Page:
We meet up at a parking lot in Tived, the guests and I. We greet each other corona-safely in the afternoon sun and I tell them where we're going next. Then we drive as a caravan to the base camp in the woods. Once there, the guests gets some time to put their things in order while I make them coffee and arrange chairs and tables for them. We sip on the locally roasted coffee Outdoorfika and present ourselves. The robin sings, the little coffee fire snaps and fade while we're talking. I hand out sandwiches and chocolate. Then double check, so that no one has left necessary equipment behind. Then I talk them through the capercaillie lek. In short the instructions are: keep as quiet as possible, wait for further instructions in the chatt, when to take photos and I put up a handmade map of the site so that we can help each other out localizing the capercaillies during the lek.

We leave base camp in silence. The path is soft and sunlight is refracted in golden spots by the branches above. The scent of humid moss, labrador tea and forest floor heated by the sun, fills the air. A few hundred meters later, we leave the well paved trail for a smaller, hardly distinct path through the bushes. Piles of boulders towers in the lofty pine woods an soon we're by the first photo blinds. In whispers i show the guests how to use the different windows and double check that everything is in place inside the photo blind. Every blind is equipped with a wooden board for floors, a mattress, pillow, down sleeping bag, woolen blanket, toilette bucket and a chair to sit in while taking photos.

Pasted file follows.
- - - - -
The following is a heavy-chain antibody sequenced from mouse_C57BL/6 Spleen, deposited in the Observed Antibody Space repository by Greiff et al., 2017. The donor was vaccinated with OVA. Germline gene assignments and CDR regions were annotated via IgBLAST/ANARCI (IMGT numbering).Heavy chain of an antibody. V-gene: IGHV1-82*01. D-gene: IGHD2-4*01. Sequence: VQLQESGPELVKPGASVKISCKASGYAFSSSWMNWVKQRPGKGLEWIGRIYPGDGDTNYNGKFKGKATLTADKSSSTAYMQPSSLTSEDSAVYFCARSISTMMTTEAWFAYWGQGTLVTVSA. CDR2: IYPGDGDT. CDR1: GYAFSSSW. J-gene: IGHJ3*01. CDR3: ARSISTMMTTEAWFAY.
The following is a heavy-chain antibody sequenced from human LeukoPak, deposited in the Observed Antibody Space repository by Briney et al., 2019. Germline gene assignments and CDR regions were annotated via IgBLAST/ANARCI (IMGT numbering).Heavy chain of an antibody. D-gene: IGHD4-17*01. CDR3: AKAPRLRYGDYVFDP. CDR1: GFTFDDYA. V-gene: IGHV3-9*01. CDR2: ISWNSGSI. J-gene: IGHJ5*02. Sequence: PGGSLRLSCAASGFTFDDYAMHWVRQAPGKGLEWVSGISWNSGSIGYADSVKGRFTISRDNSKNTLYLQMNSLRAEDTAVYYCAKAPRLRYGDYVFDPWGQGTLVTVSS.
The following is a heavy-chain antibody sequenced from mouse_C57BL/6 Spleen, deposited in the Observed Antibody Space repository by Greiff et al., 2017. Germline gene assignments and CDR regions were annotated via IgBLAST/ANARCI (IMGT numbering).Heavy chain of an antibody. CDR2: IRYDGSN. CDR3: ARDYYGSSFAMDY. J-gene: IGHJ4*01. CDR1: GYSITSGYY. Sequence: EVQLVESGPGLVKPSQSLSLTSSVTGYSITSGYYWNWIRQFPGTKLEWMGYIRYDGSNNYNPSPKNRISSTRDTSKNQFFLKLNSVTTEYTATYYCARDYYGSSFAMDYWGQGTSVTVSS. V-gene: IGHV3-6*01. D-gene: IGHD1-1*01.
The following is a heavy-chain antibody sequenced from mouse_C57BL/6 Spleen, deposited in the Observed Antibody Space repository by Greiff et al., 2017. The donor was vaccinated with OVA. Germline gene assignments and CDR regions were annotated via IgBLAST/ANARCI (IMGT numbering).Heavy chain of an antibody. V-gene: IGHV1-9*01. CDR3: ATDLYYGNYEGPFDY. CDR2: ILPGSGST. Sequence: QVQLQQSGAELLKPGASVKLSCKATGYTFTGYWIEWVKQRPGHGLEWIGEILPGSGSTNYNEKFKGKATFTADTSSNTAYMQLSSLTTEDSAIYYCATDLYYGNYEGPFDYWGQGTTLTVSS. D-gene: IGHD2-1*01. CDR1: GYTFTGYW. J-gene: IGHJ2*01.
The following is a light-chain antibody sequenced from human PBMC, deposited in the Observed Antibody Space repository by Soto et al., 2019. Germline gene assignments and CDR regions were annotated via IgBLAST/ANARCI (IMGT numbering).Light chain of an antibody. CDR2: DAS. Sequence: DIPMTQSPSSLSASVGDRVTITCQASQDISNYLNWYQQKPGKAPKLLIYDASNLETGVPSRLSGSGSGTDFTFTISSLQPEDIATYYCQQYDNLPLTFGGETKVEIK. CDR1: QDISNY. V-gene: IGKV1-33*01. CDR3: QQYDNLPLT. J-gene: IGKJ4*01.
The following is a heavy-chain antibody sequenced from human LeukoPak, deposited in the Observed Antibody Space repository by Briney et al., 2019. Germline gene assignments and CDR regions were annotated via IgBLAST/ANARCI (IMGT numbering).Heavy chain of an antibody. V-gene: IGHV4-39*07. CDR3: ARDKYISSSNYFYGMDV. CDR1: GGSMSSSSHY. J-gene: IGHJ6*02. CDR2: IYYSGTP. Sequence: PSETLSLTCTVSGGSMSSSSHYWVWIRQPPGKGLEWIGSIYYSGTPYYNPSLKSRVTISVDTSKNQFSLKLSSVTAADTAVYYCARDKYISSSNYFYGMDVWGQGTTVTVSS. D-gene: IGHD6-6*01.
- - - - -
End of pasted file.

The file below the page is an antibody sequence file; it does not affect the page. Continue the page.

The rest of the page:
When all guests are comfortable in their blinds, I crawl into the blind that is left. Once inside, you mustn't leave the blind. I put everything in order for tomorrow. Tripod in its' place, I open all windows I want to be open. I peel my chocolate bar and arrange my provisions in a neat row. All plastic, anything that might rustle needs to go. I change to dry and warm clothes, using the sleeping bag as a duvet and top it with the woolen blanket. Then I snug under it, fully dressed. From now on, all I can do is to check how the guests are doing through the chat and wait for the capercaillies to arrive for the night.

The silence of a spring night, is different, though. It's a silence that carries all the voices of the woods.